Pumpkin Patch Island Style – Oahu, Hawaii

Seasonal traditions aren’t constrained by climate.  I have celebrated many a Christmas in the southern hemisphere, sweat pouring from my brow, dripping onto the wrapping paper on my lap from a just-opened gift. Christmas doesn’t always mean snow, cold, and a warm fire. 

I have spent Easters anticipating the cool-ish rains, glad to leave the heat behind.  Easter doesn’t always mean daffodils and spring. 

Independence Day?  I remember one particular 4th of July being cold and rainy.   That’s July at high elevation near the equator. 

The lemonade stand before the long line appeared.

This week I was particularly delighted to see a fall pumpkin patch à la Hawaii.  No corn maze or hot apple cider here.  This patch was completely climate appropriate, resisting appropriation from more northern latitudes.  Mason jars with ice-cold li hing lemonade were purchased.  Instead of a fiery array of deciduous autumn leaves, tropical foliage enveloped the grounds.  Hot, cold – orange pumpkins can grow almost anywhere.  Throw in a ride behind a tractor and some local farm animals and you have a pumpkin patch.  No hot cocoa or hope of a crisp breeze necessary.

Truth be told, I didn’t search out this pumpkin patch on my own, though for some families a pumpkin patch visit with the obligatory posed photo in a field of pumpkins is an annual tradition.  However, I was a willing tagalong.  I couldn’t help but wonder, how does a Hawaiian farm do a pumpkin patch?  The answer?  Very well indeed.

What a spectacular petting zoo!  There weren’t just a couple pygmy goats and a rabbit for good measure.  This petting zoo was a legit zoo.  Gorgeous wandering chickens.  Inquisitive alpacas.  Cows, including the only two of the Scottish highlander breed on the island. Lumbering tortoises.  Donkeys. And yes, a variety of friendly goats.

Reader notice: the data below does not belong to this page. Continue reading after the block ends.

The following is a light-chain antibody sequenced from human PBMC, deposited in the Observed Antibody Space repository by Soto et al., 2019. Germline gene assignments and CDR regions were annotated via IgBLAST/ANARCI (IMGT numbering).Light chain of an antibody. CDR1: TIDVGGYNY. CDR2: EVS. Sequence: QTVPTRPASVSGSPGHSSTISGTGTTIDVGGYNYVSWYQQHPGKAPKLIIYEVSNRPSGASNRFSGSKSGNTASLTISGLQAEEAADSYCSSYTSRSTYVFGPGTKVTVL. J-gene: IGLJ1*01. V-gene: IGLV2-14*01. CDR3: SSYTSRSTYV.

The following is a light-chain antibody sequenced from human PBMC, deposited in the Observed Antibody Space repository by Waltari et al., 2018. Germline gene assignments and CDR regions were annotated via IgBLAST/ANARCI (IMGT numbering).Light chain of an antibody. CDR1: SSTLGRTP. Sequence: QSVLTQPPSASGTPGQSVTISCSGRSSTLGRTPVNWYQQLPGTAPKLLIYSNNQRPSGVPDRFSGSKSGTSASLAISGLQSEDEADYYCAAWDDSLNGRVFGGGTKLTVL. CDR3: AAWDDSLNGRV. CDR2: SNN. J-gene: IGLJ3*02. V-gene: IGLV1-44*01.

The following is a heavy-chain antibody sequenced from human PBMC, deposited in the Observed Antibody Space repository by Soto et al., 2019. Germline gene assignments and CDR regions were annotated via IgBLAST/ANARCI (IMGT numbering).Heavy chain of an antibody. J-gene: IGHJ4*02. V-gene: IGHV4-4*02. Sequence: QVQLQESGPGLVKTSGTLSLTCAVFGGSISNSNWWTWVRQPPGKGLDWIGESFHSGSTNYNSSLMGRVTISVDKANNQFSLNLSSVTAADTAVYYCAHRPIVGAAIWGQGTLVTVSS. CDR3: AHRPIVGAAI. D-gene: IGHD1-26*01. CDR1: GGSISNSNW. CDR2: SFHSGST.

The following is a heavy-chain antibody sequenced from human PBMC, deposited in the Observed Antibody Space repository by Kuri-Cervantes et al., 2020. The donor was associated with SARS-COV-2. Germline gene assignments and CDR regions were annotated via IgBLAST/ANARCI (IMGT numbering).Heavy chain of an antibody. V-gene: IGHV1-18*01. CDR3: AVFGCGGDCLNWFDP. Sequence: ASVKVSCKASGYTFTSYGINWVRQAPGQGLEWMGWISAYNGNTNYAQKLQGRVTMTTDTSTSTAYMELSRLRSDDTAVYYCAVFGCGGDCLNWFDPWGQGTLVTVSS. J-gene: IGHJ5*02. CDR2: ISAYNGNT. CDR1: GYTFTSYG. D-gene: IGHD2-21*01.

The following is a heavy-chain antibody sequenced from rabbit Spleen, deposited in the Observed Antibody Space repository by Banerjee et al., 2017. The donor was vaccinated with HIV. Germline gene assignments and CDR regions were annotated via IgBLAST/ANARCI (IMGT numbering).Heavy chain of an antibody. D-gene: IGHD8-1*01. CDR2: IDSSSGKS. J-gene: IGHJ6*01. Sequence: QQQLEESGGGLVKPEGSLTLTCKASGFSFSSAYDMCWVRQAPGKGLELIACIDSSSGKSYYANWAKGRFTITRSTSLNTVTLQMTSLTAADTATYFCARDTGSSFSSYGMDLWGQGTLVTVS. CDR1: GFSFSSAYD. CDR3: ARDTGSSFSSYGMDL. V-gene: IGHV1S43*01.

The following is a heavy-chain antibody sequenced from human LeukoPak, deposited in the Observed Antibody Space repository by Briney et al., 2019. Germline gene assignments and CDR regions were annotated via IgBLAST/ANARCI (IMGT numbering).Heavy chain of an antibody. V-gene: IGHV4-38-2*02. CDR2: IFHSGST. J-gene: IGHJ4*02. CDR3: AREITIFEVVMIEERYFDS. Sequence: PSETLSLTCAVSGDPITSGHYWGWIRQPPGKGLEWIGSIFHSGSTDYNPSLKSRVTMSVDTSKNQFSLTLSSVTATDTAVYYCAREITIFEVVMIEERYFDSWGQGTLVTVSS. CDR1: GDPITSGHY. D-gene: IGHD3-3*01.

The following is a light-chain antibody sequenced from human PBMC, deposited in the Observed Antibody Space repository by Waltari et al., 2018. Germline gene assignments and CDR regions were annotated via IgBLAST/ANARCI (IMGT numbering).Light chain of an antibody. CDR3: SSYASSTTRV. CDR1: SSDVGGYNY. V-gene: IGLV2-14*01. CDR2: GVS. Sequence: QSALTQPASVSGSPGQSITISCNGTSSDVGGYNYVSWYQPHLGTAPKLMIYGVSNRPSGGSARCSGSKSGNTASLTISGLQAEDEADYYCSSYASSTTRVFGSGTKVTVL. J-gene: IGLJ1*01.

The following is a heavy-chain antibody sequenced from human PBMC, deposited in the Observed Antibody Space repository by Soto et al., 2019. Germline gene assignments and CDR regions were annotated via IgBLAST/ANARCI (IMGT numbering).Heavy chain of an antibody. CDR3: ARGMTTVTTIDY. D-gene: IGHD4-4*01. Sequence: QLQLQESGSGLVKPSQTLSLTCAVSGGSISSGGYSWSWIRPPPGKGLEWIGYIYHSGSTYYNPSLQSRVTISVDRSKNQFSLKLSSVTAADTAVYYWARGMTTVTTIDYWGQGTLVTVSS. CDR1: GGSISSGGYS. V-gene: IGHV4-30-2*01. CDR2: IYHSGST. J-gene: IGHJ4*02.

This dove, perched watchfully in his feathered boots, patrolled the top of the guinea fowl coop. Those guinea fowl weren’t going to escape, however. The variety of cast iron cast-offs ensured the roof was going nowhere.
Children wait in line for the hay ride.


Chickens can be some of the most beautiful, exquisite creatures. Here, he could be mistaken for a part of the ornamentation.
The actual pumpkin patch, vines cleaned out, ready for the hordes to descend for photo ops.

Waimanalo Country Farms has been owned and operated by the same family for generations.  Whether or not a change of seasons is in the air, they know how to manage their well-oiled pumpkin patch machine.

2 responses to “Pumpkin Patch Island Style – Oahu, Hawaii”

  1. Hi, Heidi,

    This was a very entertaining piece! Loved the photos. Thanks ever so much!



    Dorothy Tish Cell: 206-409-2672


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